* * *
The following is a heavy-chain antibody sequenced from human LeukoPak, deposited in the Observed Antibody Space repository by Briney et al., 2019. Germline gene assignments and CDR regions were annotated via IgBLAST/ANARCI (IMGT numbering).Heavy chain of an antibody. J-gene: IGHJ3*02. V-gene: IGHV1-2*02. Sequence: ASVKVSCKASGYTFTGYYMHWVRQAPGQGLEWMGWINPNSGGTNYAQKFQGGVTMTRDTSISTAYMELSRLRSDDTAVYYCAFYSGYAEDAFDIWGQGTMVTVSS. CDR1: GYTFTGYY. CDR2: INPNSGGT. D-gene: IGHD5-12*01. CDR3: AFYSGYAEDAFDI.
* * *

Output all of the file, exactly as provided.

The following is a heavy-chain antibody sequenced from human LeukoPak, deposited in the Observed Antibody Space repository by Briney et al., 2019. Germline gene assignments and CDR regions were annotated via IgBLAST/ANARCI (IMGT numbering).Heavy chain of an antibody. J-gene: IGHJ3*02. V-gene: IGHV1-2*02. Sequence: ASVKVSCKASGYTFTGYYMHWVRQAPGQGLEWMGWINPNSGGTNYAQKFQGGVTMTRDTSISTAYMELSRLRSDDTAVYYCAFYSGYAEDAFDIWGQGTMVTVSS. CDR1: GYTFTGYY. CDR2: INPNSGGT. D-gene: IGHD5-12*01. CDR3: AFYSGYAEDAFDI.